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Role of vitamin D in endothelial function and endothelial repair in clinically stable systemic lupus erythematosus.

Lancet 2015 Februrary 27
BACKGROUND: Patients with systemic lupus erythematosus (SLE) have endothelial dysfunction and increased risk of cardiovascular disease. Endothelium-dependent dilatation (ED) is abnormal in patients with SLE, and endothelial repair mechanisms are also impaired. Myeloid angiogenic cells (MACs) promote angiogenesis to restore damaged vessels. Vitamin D deficiency is associated with cardiovascular disease in the general population and is prevalent in SLE. We aimed to assess the effect of vitamin D on endothelial repair and function.

METHODS: Vitamin D deficient (<20 ng/mL) patients with SLE were treated with cholecalciferol by their physician. Vitamin D replete patients (>30 ng/mL) and healthy controls (>20 ng/mL) were also recruited. Endothelial function was determined by the ratio of ED to independent dilatation (EI). MACs from patients were cultured with and without 10 nM calcitriol, and function determined by migration and angiogenesis assays. Endothelial nitric oxide synthase (eNOS) expression was studied in human aortic endothelial cells treated with tumour necrosis factor α (TNFα) and MAC-conditioned media.

FINDINGS: We studied 22 vitamin D deficient and 18 replete patients. Vitamin D deficient patients had an increased number of MACs compared with controls (p=0·04) but impaired migratory capacity (p=0·001) and reduced angiogenic capacity, although this was not statistically significant (p=0·13). Media from calcitriol-treated MACs significantly increased angiogenesis compared with untreated MACs (p=0·01). Calcitriol reduced IP-10 expression by MACs (p<0·0006), and blockade of IP-10 restored the angiogenic capacity of MACs from patients with SLE. In cholecalciferol-treated patients, change in 25-hydroxyvitamin D was strongly correlated with change in ED:EI (r=0·650, p=0·006) after adjustment for age (odds ratio 1·12, 95% CI 1·02-1·24; p=0·02). Media from calcitriol-treated MACs more strongly attenuated TNFα-mediated downregulation of eNOS in human aortic endothelial cells than did untreated MACs from patients with SLE (p=0·01).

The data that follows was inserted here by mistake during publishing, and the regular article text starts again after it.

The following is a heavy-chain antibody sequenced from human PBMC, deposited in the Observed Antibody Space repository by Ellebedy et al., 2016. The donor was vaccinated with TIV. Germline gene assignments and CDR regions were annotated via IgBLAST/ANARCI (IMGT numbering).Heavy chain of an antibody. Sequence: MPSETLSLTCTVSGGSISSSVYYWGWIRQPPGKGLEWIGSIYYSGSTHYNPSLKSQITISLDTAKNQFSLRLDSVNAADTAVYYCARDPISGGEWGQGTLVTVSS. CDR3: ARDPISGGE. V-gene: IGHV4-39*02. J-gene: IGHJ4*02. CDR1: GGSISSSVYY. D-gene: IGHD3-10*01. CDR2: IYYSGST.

INTERPRETATION: In this small experimental study, calcitriol improved endothelial function in patients with stable SLE. This improvement was associated with an increase in MAC number and function. The improved angiogenic capacity in MACs might be mediated via downregulation of IP-10 and changes in ED:EI by MAC regulation of eNOS in endothelial cells. The findings suggest that vitamin D could be a novel therapy to reduce cardiovascular disease in this patient group.

FUNDING: North West England Medical Research Council Fellowship Scheme in Clinical Pharmacology and Therapeutics (funding from UK Medical Research Council (grant number G1000417/94909), ICON, Astra Zeneca, GlaxoSmithKline, Medicines Evaluation Unit).

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